Tuesday, 17 October 2017 15:57

BOTSWANA: Reluctance to Report Child Abuse Worrying

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Ocotber 16 - Gaborone - Reluctance and failure to report incidents of child abuse has been attributed to the abuse' persistence.

According to EU Ambassador to Botswana and SADC, Mr Alexander Baum, there was thus greater need for all stakeholders in the fight against child abuse to step up efforts to enhance and promote case reporting and also improve the service response.

Mr Baum, who was delivering a keynote address recently at a breakfast meeting held to disseminate the findings and recommendations of the 'Ke boikarabelo jwa rona' project said because of the low reporting of the cases, it was not easy to pick trends of the incidents.

He ascribed the low reporting to such issues as the instability of the family structure.

Further, the ambassador highlighted the EU' stance on child abuse, saying the issues of child rights were among those that the EU took seriously.

On the 'Ke boikarabelo jwa rona' project, Mr Baum explained that the objective of the two-year programme included among others, to improve the implementation of the Children's Act through increased, evidence-based high level social policy and cultural dialogue.

He said the project also sought to improve the institutional capacity of service providers and child protection committees to respond to sexual abuse cases; as well as to improve the rate of case reporting in the community by advocating for effective implementation of the Children's Act, and raising awareness on the impact of child sexual abuse.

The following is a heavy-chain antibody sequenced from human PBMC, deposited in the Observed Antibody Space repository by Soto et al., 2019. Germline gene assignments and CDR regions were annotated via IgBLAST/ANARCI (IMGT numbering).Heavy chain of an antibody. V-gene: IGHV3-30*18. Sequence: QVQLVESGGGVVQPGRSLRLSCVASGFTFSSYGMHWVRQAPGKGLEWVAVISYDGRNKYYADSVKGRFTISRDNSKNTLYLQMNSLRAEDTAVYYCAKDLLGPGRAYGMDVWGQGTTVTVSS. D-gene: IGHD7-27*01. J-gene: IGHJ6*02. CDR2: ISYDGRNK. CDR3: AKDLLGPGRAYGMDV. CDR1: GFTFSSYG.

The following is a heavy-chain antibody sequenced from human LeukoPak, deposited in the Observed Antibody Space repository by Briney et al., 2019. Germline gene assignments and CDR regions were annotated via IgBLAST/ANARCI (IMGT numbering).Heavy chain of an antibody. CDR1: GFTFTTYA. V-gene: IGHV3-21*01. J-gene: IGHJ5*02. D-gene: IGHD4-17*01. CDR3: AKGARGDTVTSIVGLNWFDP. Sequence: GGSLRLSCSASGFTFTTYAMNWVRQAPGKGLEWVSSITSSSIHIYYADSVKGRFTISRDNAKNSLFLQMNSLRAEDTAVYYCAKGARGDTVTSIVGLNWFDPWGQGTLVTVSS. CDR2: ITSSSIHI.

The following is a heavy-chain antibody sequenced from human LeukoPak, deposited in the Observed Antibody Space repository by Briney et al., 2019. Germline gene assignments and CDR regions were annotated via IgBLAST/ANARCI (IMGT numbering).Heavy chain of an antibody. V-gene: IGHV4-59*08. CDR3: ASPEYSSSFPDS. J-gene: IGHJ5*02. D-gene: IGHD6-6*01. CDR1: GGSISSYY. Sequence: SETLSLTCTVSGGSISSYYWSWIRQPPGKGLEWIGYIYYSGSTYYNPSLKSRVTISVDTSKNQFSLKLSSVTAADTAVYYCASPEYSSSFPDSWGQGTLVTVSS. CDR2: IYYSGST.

He noted that the project, which was being carried out by Stepping Stones International, brought together stakeholders among whom were civil society organisations and government departments mandated with the safeguarding of children's rights.

Speaking earlier, the executive director of Stepping Stones International, Ms Lisa Jamu labelled the violation of children's rights a real problem that called for concerted efforts from all sectors of society.

She noted that time had come for such violations to stop being seen as mere statistics, calling on communities to understand that victims were human and therefore needed all the help they could get to overcome whatever ordeal they could have suffered.

Citing child sexual abuse and exploitation in particular as a major problem, Ms Jamu said the issue remained a global legal, health, social and developmental problem.

The director of Department of Social Protection, Ms Ruth Radibe said it was necessary to work more towards preventing child abuse instead of waiting to address its effects once it had occurred.

Ms Radibe said child abuse was one area that was shrouded in secrecy. She observed how critical it was for the secrecy to be done away with, indicating that achieving that would add on to efforts to completely end it.

Source: allAfrica

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